When Charles Darwin published the first edition of the Origin of Species in 1859, he imagined a large evolutionary “tree” of organisms that were continuously connected by various transitional forms. Furthermore, he envisioned life constantly changing through time as various environmental and climatic conditions changed — with only the fittest and best adapted offspring surviving. At the time, paleontology was still a relatively young science and Darwin realized that the fossil record did not yet support his theory. Subsequently, he predicted that numerous fossil “intermediate links” would be found, gradually leading to the animals that we have today. Darwin did not predict that organisms at the lowest taxonomic levels would remain unchanged for long periods of time.1 He thought that their morphology (or body shape) would change (or evolve) over time.
Initially, the term “living fossil” doesn’t make much sense. How could something be alive and a fossil at the same time? “Living fossils” are organisms that can be found both living in the world today and also found preserved in the rock record as fossils, with the living animals showing little if any difference from their fossil counterparts. Studying and comparing fossils to modern organisms is important because we can see how (or if) they have changed over time. The study of these organisms has implications for both evolutionary and biblical models of earth history. An organism is considered a “living fossil” if it has fossil representatives that are from the same taxonomic level — usually in the same genus or species group. Living fossils are impressive from an evolutionary perspective with some animal genera existing for nearly the entire range of the Phanerozoic2 record — that’s more than half of a billion years! From a biblical perspective, no fossils are much older than the time of the Flood, about 4,300 years ago, so a creationist might predict living fossils would be more common. Many famous examples of living fossils are found in the Cenozoic rocks, or ones that were made after the Flood was over.
Notable examples of living fossil genera (plural for the classification level of a genus that can be further divided into distinct species), that have conserved the characteristics of their genus for millions of years (from an evolutionary perspective, these organisms appeared millions of years ago (MYA), include the ginkgo tree (Ginkgo, 252 MYA–present), the coast redwood (Sequoia, 151 MYA–present), horsetails (Equisetum, 361 MYA–present), a brachiopod (Lingula, 513 MYA–present), an annelid marine worm (Spirorbis, 488 MYA–present), the cockroach (Periplaneta, 49 MYA–present), the chambered nautilus (Nautilus, 340 MYA–present), and a sea mussel (Mytilus, 419 MYA–present).3 Some living genera have very close sister taxa in the fossil record (animals in related groups whose body shapes are very similar) including the coelacanth fish (Latimeria) with Coelacanthus (318–247 MYA), the horseshoe crab (Limulus) with Limuloides (419–416 MYA), and the Tuatara lizard (Sphenodon) with Cynosphenodon (190–183 MYA). There are many more examples of living fossils, many of which can be found published in various issues of creationist periodicals.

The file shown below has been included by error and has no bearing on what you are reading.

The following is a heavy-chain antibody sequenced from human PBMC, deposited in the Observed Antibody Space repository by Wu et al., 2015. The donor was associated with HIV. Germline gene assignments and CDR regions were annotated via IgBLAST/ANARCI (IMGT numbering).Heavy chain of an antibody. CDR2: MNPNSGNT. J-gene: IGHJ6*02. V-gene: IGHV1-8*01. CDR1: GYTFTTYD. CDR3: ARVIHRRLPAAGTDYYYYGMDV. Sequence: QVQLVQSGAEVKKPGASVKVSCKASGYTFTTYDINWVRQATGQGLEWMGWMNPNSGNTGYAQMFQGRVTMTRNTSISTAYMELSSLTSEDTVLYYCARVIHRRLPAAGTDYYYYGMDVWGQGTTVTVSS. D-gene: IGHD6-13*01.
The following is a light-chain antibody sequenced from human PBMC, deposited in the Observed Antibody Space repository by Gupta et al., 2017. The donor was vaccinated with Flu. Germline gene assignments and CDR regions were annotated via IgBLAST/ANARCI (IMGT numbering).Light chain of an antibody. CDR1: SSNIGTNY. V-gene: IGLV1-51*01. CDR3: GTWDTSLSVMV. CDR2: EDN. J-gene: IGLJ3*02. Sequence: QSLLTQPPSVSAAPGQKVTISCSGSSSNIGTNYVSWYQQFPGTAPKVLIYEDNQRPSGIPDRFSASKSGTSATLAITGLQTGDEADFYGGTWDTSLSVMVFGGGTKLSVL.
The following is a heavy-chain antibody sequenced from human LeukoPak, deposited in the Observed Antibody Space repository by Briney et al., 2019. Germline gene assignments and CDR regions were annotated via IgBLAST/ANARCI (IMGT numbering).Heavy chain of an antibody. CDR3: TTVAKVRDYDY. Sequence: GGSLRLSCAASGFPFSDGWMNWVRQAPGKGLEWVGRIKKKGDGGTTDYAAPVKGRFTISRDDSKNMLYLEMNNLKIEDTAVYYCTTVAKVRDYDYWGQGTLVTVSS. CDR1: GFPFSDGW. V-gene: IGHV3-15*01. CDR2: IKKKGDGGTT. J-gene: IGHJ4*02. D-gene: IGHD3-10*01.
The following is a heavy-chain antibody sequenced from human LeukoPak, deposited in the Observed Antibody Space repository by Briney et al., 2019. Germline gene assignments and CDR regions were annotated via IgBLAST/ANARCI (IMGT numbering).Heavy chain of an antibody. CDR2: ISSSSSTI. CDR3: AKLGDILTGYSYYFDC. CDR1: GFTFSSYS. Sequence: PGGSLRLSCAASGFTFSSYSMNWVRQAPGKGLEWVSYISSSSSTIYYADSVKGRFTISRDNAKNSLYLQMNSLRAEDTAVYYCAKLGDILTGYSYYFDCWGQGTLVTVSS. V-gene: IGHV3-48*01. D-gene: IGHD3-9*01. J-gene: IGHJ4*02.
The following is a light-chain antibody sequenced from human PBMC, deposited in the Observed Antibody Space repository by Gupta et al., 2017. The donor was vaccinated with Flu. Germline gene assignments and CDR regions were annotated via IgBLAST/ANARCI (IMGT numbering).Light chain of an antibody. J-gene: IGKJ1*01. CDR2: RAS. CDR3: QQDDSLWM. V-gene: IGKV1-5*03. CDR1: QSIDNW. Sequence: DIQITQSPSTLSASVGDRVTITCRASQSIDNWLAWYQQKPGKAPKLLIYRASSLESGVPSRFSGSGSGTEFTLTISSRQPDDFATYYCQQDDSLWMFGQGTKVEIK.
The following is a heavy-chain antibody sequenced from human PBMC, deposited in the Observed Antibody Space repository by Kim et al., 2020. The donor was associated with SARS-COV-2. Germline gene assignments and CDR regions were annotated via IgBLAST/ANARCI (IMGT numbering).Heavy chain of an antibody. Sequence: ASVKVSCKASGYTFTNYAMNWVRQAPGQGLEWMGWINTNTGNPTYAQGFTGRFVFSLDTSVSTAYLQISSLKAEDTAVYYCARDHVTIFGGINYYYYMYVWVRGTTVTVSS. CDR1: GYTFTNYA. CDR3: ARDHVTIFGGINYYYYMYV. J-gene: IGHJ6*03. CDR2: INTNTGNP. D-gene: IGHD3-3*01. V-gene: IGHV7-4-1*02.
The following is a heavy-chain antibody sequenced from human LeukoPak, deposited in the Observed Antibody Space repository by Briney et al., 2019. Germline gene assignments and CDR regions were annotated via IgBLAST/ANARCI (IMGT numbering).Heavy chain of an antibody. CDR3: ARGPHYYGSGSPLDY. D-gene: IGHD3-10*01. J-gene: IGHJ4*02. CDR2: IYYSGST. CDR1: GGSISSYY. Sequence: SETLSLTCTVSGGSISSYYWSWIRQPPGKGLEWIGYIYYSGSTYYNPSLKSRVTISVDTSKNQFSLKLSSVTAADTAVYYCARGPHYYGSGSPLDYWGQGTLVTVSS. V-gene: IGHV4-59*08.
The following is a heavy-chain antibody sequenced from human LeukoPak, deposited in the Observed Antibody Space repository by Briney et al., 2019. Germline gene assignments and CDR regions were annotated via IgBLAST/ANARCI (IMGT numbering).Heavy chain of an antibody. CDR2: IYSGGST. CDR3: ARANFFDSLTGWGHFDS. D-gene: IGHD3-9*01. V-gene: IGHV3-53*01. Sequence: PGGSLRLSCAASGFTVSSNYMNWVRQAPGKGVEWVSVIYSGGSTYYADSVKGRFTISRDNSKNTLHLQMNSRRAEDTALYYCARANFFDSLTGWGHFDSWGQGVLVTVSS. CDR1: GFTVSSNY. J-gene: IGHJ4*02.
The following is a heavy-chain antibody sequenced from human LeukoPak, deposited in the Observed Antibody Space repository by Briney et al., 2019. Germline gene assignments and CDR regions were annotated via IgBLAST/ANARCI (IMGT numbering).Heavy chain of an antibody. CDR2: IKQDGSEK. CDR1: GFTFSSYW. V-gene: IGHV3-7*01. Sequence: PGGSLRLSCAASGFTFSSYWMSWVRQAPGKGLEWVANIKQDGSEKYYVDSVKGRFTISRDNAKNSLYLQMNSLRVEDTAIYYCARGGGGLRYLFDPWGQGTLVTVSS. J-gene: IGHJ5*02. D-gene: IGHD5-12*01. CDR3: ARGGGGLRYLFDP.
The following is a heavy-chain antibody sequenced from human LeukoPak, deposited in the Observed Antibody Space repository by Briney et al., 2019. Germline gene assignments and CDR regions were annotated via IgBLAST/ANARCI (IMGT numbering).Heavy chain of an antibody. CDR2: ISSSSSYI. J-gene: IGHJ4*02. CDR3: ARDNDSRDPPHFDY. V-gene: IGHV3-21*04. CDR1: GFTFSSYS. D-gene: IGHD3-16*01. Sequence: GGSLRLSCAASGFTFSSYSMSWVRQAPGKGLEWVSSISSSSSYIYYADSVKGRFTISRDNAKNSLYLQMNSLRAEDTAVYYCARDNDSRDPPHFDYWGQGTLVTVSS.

The standard geological time column is divided up into three main fossilbearing portions: the Paleozoic, the Mesozoic, and, the most recent period of time, the Cenozoic (which contains the Neogene and Quaternary Periods). Most creation geologists believe the Paleozoic and Mesozoic portions represent rocks that were formed during Noah’s Flood and that the Cenozoic represents post-Flood rocks. A recent query of the online Paleobiology Database (pbdb.org) was completed to find how many living fossils have been reported from each of these three periods of time. In this database, the genus is the lowest taxonomic group for which large amounts of data are available. From the Paleozoic, 99 living fossil genera were found; from the Mesozoic, 548 living fossil genera were found; and from the Cenozoic 2,594 living fossil genera were found. This is a total of 3,241 genera that can be found both living today and fossilized in the rock record!4 The database is updated daily by paleontologists as they find new fossils and catalog old ones, so this figure is surely an underestimate. The data were plotted using conventional 10-million-year (Ma) time bins (figure 1). The graph shows a “flat” distribution of living fossil genera during the Paleozoic and Mesozoic5 and then a “spike” in the number at the Mesozoic/Cenozoic6 boundary, a time during which most creation geologists think approximately marks the end of the Flood in the rock record.7